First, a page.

February 2021. Everything in the news seems to be about never-ending national politics, COVID-19, and the horrible spate of winter weather that’s affecting much of the country. In the larger world, there’s even snow at the Acropolis in Greece! I feel like I’ve been following the same schedule and working on the same projects forever. Or for about eleven months, which sometimes seems like forever. Time for new thoughts!
Fortunately, I’ve been endowed with some new thoughts this week. One catalyst was a piece in the current issue of The New Yorker about the Russian film director Andrei Tarkovsky. I like movies as well as anyone, but will confess I’d never heard of him until now. He’s been dead for years, but apparently many his films are works of sheer genius, along the lines of Ingmar Bergman. If you’re interested, you can read about him here:
Reading about Tarkovsky inspires me to see his work but that’s not what I mean by new thoughts. A single word in the article interrupted my in-a-rut brain circuitry: Zona.
This is the title of a book by Geoff Dyer (© 2012), described in the article as a “brilliant free-associative study” of Tarkovsky’s film “Stalker.” The film, in turn, was inspired by the sci-fi novel Roadside Picnic by Russian brothers Arkady and Boris Strugatsky.
Hey, slow down! What does all of this have to do with anything?
Hang on, Lily, I’m getting there. For one thing, it was weirdly exciting to read about this, like opening a set of nesting dolls and finding smaller doll after smaller doll after smaller doll inside, the seeds of inspiration.
Weird is right.
Thank you, 9. What came of all this mysterious and seemingly irrelevant intellectual fun? The echo of a project I started years ago, about a bass-playing interplanetary traveler called Zona Blue. She’s part of a rear-kicking all-girl blues band on Mars and has a semi-reliable space vehicle that gives her motion sickness but also gets her to Earth when duty calls: police detective duty, in particular an unsolved murder at a small liberal arts college campus that shares elements with the board game Clue. I hadn’t thought of the story in years.
Maybe that’s a good thing.
In the sense that I rediscovered it now, in my time of need, yes, Lily, I think it’s a good thing. Little known fact: Zona Blue was a character in the early drafts of Small-g City. She was playing at an underground nightclub in Pioneer Square, a place co-owned by a guy who was lousy at romantic relationships and a sentient portrait of Texas Guinan.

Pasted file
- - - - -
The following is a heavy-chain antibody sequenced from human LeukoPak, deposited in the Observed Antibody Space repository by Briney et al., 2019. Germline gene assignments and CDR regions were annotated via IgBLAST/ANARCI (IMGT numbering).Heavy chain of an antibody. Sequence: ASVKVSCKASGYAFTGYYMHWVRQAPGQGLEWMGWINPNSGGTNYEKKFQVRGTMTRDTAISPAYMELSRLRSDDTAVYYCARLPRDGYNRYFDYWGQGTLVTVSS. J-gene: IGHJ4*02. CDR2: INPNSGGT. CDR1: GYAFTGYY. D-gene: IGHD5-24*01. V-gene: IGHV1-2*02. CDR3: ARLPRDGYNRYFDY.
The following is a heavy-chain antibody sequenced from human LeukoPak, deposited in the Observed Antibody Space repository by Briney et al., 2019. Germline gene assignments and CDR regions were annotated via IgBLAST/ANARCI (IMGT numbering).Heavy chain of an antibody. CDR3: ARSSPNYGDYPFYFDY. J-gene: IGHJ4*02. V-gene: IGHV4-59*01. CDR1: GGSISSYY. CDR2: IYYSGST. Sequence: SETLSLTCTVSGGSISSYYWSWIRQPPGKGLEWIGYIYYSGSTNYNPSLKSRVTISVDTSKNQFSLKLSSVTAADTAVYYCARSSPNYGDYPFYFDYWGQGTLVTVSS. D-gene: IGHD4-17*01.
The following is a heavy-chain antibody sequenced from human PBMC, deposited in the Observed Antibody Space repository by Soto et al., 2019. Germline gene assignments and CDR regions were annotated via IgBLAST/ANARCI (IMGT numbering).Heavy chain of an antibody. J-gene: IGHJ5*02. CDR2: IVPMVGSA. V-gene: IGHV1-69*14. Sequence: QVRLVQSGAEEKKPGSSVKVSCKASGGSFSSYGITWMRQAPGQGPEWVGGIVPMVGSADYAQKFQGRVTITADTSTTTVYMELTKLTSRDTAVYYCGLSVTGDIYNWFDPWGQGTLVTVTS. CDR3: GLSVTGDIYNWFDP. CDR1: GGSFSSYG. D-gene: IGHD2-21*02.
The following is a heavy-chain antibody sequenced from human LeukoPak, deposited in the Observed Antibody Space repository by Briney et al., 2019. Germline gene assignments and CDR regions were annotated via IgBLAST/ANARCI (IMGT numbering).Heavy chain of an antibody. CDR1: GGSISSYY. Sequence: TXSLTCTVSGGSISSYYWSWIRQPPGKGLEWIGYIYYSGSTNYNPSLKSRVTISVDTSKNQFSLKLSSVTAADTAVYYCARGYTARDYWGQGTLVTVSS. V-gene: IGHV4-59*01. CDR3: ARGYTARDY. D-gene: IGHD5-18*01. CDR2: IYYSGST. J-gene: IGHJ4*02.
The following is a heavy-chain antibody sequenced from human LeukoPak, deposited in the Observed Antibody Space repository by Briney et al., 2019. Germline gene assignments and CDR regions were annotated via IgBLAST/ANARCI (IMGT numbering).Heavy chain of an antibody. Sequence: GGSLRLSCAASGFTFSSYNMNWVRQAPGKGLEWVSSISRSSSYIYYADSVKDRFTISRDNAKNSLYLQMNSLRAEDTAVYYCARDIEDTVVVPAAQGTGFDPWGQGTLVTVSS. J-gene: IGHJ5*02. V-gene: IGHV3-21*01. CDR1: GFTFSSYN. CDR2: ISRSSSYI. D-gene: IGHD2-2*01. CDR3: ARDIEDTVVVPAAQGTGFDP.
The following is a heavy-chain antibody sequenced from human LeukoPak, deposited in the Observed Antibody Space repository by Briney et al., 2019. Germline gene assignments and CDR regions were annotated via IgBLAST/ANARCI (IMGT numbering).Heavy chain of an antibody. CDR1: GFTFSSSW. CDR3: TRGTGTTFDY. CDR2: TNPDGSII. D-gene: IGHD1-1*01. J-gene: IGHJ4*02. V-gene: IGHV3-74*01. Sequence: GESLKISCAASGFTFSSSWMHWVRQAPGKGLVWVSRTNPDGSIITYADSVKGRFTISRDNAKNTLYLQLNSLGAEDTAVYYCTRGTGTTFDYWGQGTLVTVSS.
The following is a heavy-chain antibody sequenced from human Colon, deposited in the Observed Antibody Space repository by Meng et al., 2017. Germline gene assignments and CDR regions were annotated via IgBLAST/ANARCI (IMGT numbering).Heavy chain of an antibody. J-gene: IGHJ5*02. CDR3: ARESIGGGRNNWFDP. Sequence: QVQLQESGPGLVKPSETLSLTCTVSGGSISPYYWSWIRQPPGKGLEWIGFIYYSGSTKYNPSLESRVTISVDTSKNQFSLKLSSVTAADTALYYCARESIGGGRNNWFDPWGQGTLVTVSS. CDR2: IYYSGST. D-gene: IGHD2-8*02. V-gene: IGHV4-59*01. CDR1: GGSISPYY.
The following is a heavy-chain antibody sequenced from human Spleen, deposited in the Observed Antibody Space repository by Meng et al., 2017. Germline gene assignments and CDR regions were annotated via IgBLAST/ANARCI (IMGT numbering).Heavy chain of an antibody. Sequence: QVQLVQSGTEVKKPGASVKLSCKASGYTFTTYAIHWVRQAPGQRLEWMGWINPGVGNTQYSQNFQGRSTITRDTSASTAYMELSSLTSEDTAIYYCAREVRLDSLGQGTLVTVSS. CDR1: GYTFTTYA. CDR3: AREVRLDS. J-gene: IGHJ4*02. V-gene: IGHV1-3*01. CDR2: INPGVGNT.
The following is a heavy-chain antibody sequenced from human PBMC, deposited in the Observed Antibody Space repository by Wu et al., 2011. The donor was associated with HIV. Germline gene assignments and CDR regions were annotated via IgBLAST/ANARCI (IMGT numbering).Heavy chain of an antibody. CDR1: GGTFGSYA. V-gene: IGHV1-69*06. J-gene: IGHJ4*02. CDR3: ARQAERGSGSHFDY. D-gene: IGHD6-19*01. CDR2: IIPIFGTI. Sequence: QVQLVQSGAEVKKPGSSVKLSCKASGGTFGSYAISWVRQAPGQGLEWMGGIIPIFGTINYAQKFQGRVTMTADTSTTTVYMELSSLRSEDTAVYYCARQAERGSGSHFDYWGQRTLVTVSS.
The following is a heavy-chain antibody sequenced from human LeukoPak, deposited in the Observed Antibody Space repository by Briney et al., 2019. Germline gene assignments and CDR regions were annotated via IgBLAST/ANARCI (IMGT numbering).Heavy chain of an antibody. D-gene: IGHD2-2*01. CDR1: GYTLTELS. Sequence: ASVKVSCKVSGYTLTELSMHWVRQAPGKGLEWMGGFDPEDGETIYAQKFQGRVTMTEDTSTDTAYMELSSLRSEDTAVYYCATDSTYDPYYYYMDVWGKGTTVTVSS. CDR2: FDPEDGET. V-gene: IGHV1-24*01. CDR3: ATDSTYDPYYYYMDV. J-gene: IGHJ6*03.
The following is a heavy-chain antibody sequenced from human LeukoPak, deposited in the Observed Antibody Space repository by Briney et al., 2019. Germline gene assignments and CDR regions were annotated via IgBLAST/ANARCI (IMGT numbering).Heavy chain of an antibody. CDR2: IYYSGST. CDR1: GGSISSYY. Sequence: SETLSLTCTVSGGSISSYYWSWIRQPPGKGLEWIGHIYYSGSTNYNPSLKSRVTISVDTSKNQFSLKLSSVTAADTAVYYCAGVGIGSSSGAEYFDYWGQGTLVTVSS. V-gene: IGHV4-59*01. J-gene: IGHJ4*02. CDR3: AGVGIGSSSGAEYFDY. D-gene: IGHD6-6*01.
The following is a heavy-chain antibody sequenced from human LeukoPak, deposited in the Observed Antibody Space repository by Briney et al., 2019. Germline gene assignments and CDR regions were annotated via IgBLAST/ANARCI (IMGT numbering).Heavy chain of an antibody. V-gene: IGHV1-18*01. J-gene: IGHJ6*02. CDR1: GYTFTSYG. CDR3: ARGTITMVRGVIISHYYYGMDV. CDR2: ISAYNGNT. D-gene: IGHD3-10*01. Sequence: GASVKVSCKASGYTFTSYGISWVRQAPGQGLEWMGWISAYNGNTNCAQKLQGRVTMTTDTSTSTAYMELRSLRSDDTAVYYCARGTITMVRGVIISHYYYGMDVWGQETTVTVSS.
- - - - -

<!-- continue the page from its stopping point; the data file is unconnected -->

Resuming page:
She was- -on second thought, 9, her history merits at least a PG-13 rating. Adults can read about her here:
Zona and the nightclub were cut when Small-g City solidified around the Alaskan Way Viaduct crisis, but now I’ve remembered she has a story to tell. Maybe the three of us can work on it together? She’s in her twenties when the story starts, but we’ll need to dig into her past and make her a strong, detailed bio. Having the fourteen- and nine-year-old perspectives could prove highly beneficial.
I’ll admit, I miss you when you’re glued to your desk, slaving away on the first draft of your next fantasy/mythology book.
Yeah, it’s definitely for an adult audience and right now it’s exploding in a lot of unforeseen directions. A good thing, because these, too, are new thoughts!
I don’t know how or when we’ll get back to Zona Blue, but I have a feeling she won’t let me forget her. Right now I need to stay focused on Beneath Big-G City (working title) but maybe we can start it as a weekend free-write style of project, riffing on the story and writing stream-of-consciousness? Especially the backstory stuff.
As long as we break for snacks.
And take a couple of walks when this ridiculous snow melts.
I hear you. Living under the oppressive thumb of winter makes it harder than ever to feel creative. One of the best work lifelines I have right now is reading, and I’m doing a ton of it, both fiction and nonfiction. New voices, new worlds, new knowledge.
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